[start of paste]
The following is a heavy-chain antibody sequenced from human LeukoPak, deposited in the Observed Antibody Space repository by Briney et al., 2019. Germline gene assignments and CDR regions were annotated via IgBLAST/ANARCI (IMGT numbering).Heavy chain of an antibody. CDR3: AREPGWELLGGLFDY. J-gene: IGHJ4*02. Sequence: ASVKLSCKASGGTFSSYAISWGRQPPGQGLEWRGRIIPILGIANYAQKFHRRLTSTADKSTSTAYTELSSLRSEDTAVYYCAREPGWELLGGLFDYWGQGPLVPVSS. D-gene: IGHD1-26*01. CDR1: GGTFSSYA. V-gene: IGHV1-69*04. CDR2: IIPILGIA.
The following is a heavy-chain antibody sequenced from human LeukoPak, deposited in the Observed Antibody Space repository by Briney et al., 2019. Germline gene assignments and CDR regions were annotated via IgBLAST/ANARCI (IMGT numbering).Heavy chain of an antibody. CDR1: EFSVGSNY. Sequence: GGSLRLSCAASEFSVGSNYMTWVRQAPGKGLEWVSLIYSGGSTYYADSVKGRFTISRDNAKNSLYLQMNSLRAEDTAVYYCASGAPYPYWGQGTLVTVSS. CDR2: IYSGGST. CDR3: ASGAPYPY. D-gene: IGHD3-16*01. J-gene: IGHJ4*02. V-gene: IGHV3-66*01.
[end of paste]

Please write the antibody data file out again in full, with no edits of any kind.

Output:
The following is a heavy-chain antibody sequenced from human LeukoPak, deposited in the Observed Antibody Space repository by Briney et al., 2019. Germline gene assignments and CDR regions were annotated via IgBLAST/ANARCI (IMGT numbering).Heavy chain of an antibody. CDR3: AREPGWELLGGLFDY. J-gene: IGHJ4*02. Sequence: ASVKLSCKASGGTFSSYAISWGRQPPGQGLEWRGRIIPILGIANYAQKFHRRLTSTADKSTSTAYTELSSLRSEDTAVYYCAREPGWELLGGLFDYWGQGPLVPVSS. D-gene: IGHD1-26*01. CDR1: GGTFSSYA. V-gene: IGHV1-69*04. CDR2: IIPILGIA.
The following is a heavy-chain antibody sequenced from human LeukoPak, deposited in the Observed Antibody Space repository by Briney et al., 2019. Germline gene assignments and CDR regions were annotated via IgBLAST/ANARCI (IMGT numbering).Heavy chain of an antibody. CDR1: EFSVGSNY. Sequence: GGSLRLSCAASEFSVGSNYMTWVRQAPGKGLEWVSLIYSGGSTYYADSVKGRFTISRDNAKNSLYLQMNSLRAEDTAVYYCASGAPYPYWGQGTLVTVSS. CDR2: IYSGGST. CDR3: ASGAPYPY. D-gene: IGHD3-16*01. J-gene: IGHJ4*02. V-gene: IGHV3-66*01.